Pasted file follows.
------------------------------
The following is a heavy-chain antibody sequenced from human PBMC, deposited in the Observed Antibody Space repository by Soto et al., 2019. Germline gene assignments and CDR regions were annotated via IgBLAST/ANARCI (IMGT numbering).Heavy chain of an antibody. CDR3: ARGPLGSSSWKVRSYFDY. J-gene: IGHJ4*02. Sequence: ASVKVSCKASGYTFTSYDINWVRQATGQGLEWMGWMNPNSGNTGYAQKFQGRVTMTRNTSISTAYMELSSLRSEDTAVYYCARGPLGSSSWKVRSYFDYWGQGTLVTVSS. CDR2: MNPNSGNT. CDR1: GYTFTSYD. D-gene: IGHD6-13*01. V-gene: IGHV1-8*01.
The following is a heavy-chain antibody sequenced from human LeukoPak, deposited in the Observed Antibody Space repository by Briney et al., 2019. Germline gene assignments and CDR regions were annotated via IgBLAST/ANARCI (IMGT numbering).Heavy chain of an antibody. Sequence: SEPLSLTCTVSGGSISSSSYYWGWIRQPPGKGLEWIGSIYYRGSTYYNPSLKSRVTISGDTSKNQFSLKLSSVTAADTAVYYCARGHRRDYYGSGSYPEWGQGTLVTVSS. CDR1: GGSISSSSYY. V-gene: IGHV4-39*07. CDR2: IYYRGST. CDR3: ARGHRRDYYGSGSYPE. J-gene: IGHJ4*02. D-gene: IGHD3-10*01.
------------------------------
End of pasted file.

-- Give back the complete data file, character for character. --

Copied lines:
The following is a heavy-chain antibody sequenced from human PBMC, deposited in the Observed Antibody Space repository by Soto et al., 2019. Germline gene assignments and CDR regions were annotated via IgBLAST/ANARCI (IMGT numbering).Heavy chain of an antibody. CDR3: ARGPLGSSSWKVRSYFDY. J-gene: IGHJ4*02. Sequence: ASVKVSCKASGYTFTSYDINWVRQATGQGLEWMGWMNPNSGNTGYAQKFQGRVTMTRNTSISTAYMELSSLRSEDTAVYYCARGPLGSSSWKVRSYFDYWGQGTLVTVSS. CDR2: MNPNSGNT. CDR1: GYTFTSYD. D-gene: IGHD6-13*01. V-gene: IGHV1-8*01.
The following is a heavy-chain antibody sequenced from human LeukoPak, deposited in the Observed Antibody Space repository by Briney et al., 2019. Germline gene assignments and CDR regions were annotated via IgBLAST/ANARCI (IMGT numbering).Heavy chain of an antibody. Sequence: SEPLSLTCTVSGGSISSSSYYWGWIRQPPGKGLEWIGSIYYRGSTYYNPSLKSRVTISGDTSKNQFSLKLSSVTAADTAVYYCARGHRRDYYGSGSYPEWGQGTLVTVSS. CDR1: GGSISSSSYY. V-gene: IGHV4-39*07. CDR2: IYYRGST. CDR3: ARGHRRDYYGSGSYPE. J-gene: IGHJ4*02. D-gene: IGHD3-10*01.